Anthony Caro

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Anthony Caro

Anthony Caro balanced.png
Anthony Alfred Caro

(1924-03-08)8 March 1924
New Malden, England
Died23 October 2013(2013-10-23) (aged 89)
London, England
EducationRegent Street Polytechnic
Alma materChrist's College, Cambridge
Known forSculpture, drawing
Notable workTwenty Four Hours (1960)
Early One Morning (1962)
MovementConstructed steel sculpture, abstract art, modernism
(m. 1949)
; 2 children)
AwardsCBE (1969)
Knighthood (1987)
Order of Merit (2000)[1]

Sir Anthony Alfred Caro OM CBE (8 March 1924 – 23 October 2013) was an English abstract sculptor whose work is characterised by assemblages of metal using 'found' industrial objects.[1] His style was of the modernist school, having worked with Henry Moore early in his career.[1] He was lauded as the greatest British sculptor of his generation.[1]

Early life and education[edit]

Caro was born in New Malden, England[2] to a Jewish family[3] and was the youngest of three children.[2] When Caro was three, his father, a stockbroker,[2] moved the family to a farm in Churt, Surrey.[4] Caro was educated at Charterhouse School where his housemaster introduced him to Charles Wheeler.[2] In the holidays he studied at the Farnham School of Art (now the University for the Creative Arts[5]) worked in Wheeler's studio.[6] He later earned a degree in engineering at Christ's College, Cambridge.[2] In 1946, after time in the Royal Navy, he studied sculpture at the Regent Street Polytechnic before pursuing further studies at the Royal Academy Schools from 1947 until 1952.[2]


Black Cover Flat (1974), steel, Tel Aviv Museum of Art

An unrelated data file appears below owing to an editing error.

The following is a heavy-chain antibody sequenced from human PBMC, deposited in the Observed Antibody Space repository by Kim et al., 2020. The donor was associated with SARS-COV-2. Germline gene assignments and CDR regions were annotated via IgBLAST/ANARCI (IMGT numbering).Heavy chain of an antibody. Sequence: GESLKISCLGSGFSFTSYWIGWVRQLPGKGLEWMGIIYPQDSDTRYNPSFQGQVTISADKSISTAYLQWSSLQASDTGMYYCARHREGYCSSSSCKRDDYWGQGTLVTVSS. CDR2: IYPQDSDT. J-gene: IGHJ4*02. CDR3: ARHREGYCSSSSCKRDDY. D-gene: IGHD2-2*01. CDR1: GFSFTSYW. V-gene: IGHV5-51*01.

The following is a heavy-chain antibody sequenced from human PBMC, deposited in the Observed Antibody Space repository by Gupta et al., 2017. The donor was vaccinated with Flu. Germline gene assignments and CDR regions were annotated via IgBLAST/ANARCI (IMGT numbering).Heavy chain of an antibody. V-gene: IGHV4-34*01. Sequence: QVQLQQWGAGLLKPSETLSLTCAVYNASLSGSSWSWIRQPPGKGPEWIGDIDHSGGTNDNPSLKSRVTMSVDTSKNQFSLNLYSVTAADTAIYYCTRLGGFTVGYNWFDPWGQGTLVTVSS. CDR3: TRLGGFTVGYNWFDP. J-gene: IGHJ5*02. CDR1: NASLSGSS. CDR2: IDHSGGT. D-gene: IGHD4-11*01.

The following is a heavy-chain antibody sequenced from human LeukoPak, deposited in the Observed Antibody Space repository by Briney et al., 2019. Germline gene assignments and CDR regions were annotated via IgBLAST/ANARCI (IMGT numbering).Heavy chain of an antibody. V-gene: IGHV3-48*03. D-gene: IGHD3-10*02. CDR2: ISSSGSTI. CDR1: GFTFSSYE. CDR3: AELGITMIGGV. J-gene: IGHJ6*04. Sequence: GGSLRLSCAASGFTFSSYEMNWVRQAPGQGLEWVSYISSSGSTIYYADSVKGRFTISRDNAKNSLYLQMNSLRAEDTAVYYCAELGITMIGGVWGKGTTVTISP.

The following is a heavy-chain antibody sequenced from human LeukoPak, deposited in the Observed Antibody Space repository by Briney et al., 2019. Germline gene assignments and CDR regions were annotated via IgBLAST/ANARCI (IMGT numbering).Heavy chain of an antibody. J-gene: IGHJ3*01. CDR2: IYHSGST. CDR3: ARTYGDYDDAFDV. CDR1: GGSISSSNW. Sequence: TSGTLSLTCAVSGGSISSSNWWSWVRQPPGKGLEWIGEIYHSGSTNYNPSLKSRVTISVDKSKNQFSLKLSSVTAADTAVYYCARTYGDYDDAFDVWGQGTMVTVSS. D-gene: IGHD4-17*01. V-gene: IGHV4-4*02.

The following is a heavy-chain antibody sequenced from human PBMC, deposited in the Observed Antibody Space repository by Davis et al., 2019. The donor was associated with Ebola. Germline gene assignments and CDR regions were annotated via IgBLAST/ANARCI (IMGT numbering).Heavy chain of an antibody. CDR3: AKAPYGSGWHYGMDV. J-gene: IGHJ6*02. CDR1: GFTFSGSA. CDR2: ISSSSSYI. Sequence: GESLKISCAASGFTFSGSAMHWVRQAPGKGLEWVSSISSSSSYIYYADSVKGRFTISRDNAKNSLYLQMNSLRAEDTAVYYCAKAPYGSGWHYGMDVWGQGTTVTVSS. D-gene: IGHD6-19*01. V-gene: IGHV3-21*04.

Anthony Caro encountered modernism when working as an assistant to Henry Moore in the 1950s.[7] After being introduced to the American sculptor David Smith in the early 1960s, he abandoned his earlier figurative work and started constructing sculptures by welding or bolting together pieces of steel such as I-beams, steel plates and meshes. Twenty Four Hours (1960), in Tate Britain since 1975, is one of his earliest abstract sculptures in painted steel. Often the finished piece was then painted in a bold flat colour.[7]

Caro found international success in the late 1950s. He is often credited with the significant innovation of removing the sculpture from its plinth, although Smith and Brâncuși had both previously taken steps in the same direction. Caro's sculptures are usually self-supporting and sit directly on the floor. In doing so, they remove a barrier between the work and the viewer, who is invited to approach and interact with the sculpture from all sides.[7]

In 1980 Caro was trying to organise an exhibition of British abstract art in South African townships when he met Robert Loder. In 1981, when staying in New York State, the pair developed the idea of running workshops for professional artists, which became the Triangle Arts Trust. They held the first Triangle workshop in 1982 for thirty sculptors and painters from the US, the UK and Canada at Pine Plains, New York.[8]

In the 1980s Caro's work changed direction with the introduction of more literal elements, with a series of figures drawn from classical Greece. After visiting Greece in 1985, and closely studying classical friezes, he embarked on a series of large-scale narrative works, including After Olympia, a panorama more than 23 metres (75 ft) long, inspired by the temple to Zeus at Olympia.[4] Latterly he has attempted large scale installation pieces, one of which, Sea Music, stands on the quay at Poole, Dorset.